The main event was a panel moderated by Brent Schlender with Ozzie, Kapor, Grove, Gates, Canion, Bunnell, Bricklin, and Bradley
Celebration of the 20th Anniversary of the IBM PC Announcement
Finally, it was time for the panel discussion. A transcript
(with all the errors you'd expect, so don't take it as "exactly" what happened) is available on the Microsoft web site.
Brent Schlender, editor-at-large of Fortune Magazine, started by noting how the IBM PC wasn't the first personal computer, but a very important one. He told the story of the first one he owned (it's in the transcript). He then gave a short introduction to each panelist and invited us up one by one.
As he did the introductions, I shot a few pictures while leaving the camera on my lap. It gives you an interesting perspective. Here are the front tables before Mitch, Bill, and Ray were called up:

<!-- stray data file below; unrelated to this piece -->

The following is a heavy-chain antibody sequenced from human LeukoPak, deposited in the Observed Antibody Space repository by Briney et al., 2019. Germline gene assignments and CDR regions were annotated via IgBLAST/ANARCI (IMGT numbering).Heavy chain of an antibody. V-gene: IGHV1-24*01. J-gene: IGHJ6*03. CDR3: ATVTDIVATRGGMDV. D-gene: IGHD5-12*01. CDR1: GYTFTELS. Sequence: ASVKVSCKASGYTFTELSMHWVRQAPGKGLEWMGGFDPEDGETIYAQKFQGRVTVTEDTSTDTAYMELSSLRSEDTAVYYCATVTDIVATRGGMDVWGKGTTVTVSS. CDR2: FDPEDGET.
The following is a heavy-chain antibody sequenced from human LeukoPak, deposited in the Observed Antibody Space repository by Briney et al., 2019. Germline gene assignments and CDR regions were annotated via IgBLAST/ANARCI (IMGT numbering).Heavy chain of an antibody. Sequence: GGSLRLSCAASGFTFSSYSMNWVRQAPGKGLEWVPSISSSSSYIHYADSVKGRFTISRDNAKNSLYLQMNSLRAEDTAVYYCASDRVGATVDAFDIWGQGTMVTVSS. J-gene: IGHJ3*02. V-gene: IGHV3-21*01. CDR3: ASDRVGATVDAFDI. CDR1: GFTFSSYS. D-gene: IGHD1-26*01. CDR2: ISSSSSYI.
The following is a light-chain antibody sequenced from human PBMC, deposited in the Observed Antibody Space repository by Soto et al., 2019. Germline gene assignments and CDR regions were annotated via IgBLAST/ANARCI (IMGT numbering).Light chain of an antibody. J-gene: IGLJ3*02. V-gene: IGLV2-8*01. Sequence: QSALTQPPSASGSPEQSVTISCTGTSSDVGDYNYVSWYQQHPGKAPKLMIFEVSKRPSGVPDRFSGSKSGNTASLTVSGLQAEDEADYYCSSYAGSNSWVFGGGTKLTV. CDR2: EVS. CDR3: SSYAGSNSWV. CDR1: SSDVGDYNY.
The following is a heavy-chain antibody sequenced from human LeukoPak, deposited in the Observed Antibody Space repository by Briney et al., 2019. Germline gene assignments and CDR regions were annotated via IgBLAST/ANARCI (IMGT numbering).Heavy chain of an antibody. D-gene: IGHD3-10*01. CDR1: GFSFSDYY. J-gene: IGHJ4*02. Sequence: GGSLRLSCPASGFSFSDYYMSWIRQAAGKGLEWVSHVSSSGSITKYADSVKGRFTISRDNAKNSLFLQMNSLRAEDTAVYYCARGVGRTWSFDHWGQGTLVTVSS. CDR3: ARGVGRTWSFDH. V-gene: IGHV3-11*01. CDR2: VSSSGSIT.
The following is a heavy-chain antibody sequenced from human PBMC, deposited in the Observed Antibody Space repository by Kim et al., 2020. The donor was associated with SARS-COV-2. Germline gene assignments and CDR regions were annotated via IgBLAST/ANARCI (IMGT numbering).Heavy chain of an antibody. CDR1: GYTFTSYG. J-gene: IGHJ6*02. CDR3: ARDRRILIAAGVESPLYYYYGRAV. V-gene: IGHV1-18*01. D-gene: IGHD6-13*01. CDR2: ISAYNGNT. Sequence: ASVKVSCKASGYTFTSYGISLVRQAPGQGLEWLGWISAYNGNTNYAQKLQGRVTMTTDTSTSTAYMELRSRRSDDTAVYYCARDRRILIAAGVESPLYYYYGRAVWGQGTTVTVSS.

As each of us were called up, we stood while Brent finished:
Another shot of the audience. They were clearly interested.
Brent then went down the line and asked each of us a question. In the second picture, Rod Canion is giving his story of the start of Compaq.
A closeup from that picture:
Brent asked Mitch about the shirt he was wearing -- a special one created for his 50th birthday party. He stood up to model it. In addition to the flowers, there are pictures of his RIM, Apple Cube, etc.
That's it for pictures during the panel -- I did have to pay attention... A question I was asked was about how the IBM PC design survived so long. I gave an answer based on some of the writing
I already posted on my web site. (CNet has posted a video of it, too: It's "Why has the PC lasted so long?" on their 20th Anniversary page
It was lots of fun, but the caterers needed us out by 10 or so, so the panel ended. People came up to ask questions directly, etc.
The area was quickly turned back into two hallways, and people drifted off to late night get togethers or to bed.